Dr. Fahy will be appearing at the Alcor 2015 Conference in Scottsdale Arizona.
Dr. Gregory Fahy is the Vice President and Chief Scientific Officer of 21st Century Medicine, Inc. (21CM), a cryobiological biotechnology company focused on whole organ cryopreservation as well as on the cryopreservation of organized tissues. In 1981, he introduced the concept of organ vitrification, and in 1984, his first full paper on the subject was published, a paper that is now the most widely-cited paper ever published in the journal Cryobiology. In 1985, his paper in Nature with colleague W. F. Rall transformed the field of reproductive cryobiology by showing that embryos can survive vitrification in high proportions. In pursuit of the goal of whole organ banking, Dr. Fahy introduced many new concepts into the broader field of cryobiology, including cryoprotectant toxicity neutralization, qv* theory, designed ice interface dopants (“ice blockers”), the relevance of the Tg-Th intersection, chilling injury abrogation by tonicity adjustment, vitrification-catalyzed nucleation, viscosity-based storage time projections, the FlowLock perfusion technique, and many others. In 2009, he and his colleagues at 21CM published the first paper showing that a rabbit kidney can survive long-term after vitrification and transplantation and provide life support function, but with some ice damage. In 2013, he described how ice damage seen in the 2009 method can be eliminated without paying a toxicity penalty, and in 2015, he and colleague Brian Wowk discovered how to further reduce injury to mild levels. Dr. Fahy was elected as a Fellow of the Society for Cryobiology in 2014. A student also of the biology of aging, Dr. Fahy published The Future of Aging in 2010 and is currently organizing the first human trial of thymus regeneration.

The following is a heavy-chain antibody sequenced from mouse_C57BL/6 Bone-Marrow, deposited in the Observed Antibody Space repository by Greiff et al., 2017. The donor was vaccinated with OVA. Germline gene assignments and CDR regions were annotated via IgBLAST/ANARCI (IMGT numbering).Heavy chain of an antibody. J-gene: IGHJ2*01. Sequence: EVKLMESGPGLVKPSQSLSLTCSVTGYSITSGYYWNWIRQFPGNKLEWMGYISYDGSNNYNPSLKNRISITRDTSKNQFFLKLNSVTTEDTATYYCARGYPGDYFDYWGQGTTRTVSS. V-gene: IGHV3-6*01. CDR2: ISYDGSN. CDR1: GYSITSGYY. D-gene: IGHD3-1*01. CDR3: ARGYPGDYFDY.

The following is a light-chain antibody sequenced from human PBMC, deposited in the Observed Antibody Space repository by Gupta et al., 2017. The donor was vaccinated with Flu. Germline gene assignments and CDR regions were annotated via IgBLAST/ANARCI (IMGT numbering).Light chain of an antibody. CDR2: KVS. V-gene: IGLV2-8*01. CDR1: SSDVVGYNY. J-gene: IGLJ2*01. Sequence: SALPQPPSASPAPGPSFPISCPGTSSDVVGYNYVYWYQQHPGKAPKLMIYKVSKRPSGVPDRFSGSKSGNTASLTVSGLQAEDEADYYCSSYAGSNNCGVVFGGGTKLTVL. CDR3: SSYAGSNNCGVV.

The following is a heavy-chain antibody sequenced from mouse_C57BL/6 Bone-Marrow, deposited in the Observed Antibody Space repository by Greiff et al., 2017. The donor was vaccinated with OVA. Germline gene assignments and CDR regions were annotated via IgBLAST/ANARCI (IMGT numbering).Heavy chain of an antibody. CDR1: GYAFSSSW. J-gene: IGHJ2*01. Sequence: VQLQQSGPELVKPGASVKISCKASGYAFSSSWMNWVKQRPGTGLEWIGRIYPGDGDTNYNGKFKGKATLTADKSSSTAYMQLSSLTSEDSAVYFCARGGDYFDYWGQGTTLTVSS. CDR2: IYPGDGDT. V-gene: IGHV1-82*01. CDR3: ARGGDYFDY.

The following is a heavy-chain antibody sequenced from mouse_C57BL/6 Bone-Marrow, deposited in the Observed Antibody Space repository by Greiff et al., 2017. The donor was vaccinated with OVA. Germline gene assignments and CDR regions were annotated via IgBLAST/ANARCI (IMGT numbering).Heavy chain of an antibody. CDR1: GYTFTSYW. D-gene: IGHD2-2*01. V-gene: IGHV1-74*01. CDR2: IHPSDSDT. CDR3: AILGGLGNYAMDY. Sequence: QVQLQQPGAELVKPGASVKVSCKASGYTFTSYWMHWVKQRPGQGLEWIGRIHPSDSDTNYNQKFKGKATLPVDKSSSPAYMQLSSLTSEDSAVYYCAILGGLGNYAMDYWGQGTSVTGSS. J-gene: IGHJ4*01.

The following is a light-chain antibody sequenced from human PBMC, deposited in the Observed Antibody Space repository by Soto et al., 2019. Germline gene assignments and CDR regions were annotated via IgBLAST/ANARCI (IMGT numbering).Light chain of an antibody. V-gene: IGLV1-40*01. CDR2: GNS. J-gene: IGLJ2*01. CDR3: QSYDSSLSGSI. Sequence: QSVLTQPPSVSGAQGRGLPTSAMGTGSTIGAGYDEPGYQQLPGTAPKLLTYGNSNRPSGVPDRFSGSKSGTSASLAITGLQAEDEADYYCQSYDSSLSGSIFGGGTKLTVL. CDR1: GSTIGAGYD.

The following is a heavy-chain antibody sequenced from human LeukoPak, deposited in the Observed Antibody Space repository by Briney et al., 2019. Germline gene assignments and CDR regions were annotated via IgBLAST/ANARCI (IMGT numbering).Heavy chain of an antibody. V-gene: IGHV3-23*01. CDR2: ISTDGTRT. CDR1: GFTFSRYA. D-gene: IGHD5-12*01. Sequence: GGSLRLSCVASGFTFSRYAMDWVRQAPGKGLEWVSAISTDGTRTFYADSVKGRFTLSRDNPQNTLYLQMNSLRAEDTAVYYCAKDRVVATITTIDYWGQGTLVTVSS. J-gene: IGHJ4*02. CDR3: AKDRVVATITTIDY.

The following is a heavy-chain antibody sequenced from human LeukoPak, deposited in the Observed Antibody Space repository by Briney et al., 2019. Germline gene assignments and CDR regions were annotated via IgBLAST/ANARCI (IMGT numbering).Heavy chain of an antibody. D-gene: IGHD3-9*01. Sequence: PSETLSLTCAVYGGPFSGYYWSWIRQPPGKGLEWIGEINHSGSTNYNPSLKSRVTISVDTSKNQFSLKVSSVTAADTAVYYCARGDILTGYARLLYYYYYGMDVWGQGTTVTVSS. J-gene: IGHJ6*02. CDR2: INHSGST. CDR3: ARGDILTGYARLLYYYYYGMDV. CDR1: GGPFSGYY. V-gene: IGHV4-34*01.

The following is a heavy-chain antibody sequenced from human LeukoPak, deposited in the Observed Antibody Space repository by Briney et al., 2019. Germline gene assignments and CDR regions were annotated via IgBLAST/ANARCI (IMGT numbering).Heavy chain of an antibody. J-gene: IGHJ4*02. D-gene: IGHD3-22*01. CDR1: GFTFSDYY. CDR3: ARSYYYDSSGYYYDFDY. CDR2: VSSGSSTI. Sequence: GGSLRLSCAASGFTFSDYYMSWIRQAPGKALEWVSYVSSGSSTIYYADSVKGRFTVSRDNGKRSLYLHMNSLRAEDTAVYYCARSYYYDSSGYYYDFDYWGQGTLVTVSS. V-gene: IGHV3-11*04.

In this video Dr. Fahy discusses the latest advances in the field of Cryonics, including vitrification and organ banking. Dr. Fahy has described the potential for organ banking to extend the human lifespan by eliminating up to one third of all human deaths. More information at http://manhattanbeachproject.com